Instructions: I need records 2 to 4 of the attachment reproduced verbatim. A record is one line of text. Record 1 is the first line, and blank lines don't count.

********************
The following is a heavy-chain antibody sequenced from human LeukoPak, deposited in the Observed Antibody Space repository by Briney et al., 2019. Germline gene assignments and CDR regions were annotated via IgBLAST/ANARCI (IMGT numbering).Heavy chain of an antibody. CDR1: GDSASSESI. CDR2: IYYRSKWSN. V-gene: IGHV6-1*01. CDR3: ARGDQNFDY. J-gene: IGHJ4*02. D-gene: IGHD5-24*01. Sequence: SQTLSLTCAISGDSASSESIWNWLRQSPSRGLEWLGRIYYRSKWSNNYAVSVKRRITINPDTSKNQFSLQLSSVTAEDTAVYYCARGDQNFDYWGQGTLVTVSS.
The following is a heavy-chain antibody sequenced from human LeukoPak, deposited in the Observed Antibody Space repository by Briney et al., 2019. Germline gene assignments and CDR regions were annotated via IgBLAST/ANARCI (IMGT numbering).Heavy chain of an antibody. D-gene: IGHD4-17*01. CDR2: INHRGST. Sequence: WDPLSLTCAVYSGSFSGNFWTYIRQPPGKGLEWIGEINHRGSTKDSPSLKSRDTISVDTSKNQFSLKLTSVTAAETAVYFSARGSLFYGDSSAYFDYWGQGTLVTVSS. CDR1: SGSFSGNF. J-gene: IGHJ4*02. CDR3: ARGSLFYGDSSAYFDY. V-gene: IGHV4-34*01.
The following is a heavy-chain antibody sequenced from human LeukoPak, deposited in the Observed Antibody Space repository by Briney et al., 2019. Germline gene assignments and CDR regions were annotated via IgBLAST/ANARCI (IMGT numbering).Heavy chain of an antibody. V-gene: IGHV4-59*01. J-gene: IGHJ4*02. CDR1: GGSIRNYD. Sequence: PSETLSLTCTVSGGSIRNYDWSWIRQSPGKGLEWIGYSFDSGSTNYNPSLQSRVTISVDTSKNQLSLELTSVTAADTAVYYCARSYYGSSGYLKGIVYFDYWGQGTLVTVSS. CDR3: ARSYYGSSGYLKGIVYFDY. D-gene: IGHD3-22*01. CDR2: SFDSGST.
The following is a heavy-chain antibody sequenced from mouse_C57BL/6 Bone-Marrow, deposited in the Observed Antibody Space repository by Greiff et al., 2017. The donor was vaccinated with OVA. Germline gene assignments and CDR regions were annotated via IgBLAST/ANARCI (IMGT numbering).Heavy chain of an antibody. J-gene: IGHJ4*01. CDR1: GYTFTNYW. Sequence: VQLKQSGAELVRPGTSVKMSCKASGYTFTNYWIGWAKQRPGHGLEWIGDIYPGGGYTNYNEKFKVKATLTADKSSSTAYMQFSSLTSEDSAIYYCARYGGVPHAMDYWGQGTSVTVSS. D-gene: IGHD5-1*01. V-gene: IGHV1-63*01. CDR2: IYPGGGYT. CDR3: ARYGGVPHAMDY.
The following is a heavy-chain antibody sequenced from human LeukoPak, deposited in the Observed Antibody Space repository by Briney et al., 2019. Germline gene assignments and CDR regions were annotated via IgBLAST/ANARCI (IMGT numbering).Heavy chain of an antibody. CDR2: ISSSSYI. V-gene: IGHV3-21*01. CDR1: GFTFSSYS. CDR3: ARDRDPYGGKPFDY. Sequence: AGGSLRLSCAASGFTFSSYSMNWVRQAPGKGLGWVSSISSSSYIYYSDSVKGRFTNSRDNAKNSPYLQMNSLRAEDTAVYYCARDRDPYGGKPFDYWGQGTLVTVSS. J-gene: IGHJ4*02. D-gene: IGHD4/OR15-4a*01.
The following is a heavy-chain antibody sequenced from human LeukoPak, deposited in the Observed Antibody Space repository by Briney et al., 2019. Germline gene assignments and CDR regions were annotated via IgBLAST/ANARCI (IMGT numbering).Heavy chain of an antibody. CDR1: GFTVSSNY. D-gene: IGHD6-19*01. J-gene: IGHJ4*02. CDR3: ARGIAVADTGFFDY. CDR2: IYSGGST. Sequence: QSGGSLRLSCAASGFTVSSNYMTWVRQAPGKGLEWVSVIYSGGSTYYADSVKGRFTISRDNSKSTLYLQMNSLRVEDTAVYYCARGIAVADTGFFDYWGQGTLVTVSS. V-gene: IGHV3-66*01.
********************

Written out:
The following is a heavy-chain antibody sequenced from human LeukoPak, deposited in the Observed Antibody Space repository by Briney et al., 2019. Germline gene assignments and CDR regions were annotated via IgBLAST/ANARCI (IMGT numbering).Heavy chain of an antibody. D-gene: IGHD4-17*01. CDR2: INHRGST. Sequence: WDPLSLTCAVYSGSFSGNFWTYIRQPPGKGLEWIGEINHRGSTKDSPSLKSRDTISVDTSKNQFSLKLTSVTAAETAVYFSARGSLFYGDSSAYFDYWGQGTLVTVSS. CDR1: SGSFSGNF. J-gene: IGHJ4*02. CDR3: ARGSLFYGDSSAYFDY. V-gene: IGHV4-34*01.
The following is a heavy-chain antibody sequenced from human LeukoPak, deposited in the Observed Antibody Space repository by Briney et al., 2019. Germline gene assignments and CDR regions were annotated via IgBLAST/ANARCI (IMGT numbering).Heavy chain of an antibody. V-gene: IGHV4-59*01. J-gene: IGHJ4*02. CDR1: GGSIRNYD. Sequence: PSETLSLTCTVSGGSIRNYDWSWIRQSPGKGLEWIGYSFDSGSTNYNPSLQSRVTISVDTSKNQLSLELTSVTAADTAVYYCARSYYGSSGYLKGIVYFDYWGQGTLVTVSS. CDR3: ARSYYGSSGYLKGIVYFDY. D-gene: IGHD3-22*01. CDR2: SFDSGST.
The following is a heavy-chain antibody sequenced from mouse_C57BL/6 Bone-Marrow, deposited in the Observed Antibody Space repository by Greiff et al., 2017. The donor was vaccinated with OVA. Germline gene assignments and CDR regions were annotated via IgBLAST/ANARCI (IMGT numbering).Heavy chain of an antibody. J-gene: IGHJ4*01. CDR1: GYTFTNYW. Sequence: VQLKQSGAELVRPGTSVKMSCKASGYTFTNYWIGWAKQRPGHGLEWIGDIYPGGGYTNYNEKFKVKATLTADKSSSTAYMQFSSLTSEDSAIYYCARYGGVPHAMDYWGQGTSVTVSS. D-gene: IGHD5-1*01. V-gene: IGHV1-63*01. CDR2: IYPGGGYT. CDR3: ARYGGVPHAMDY.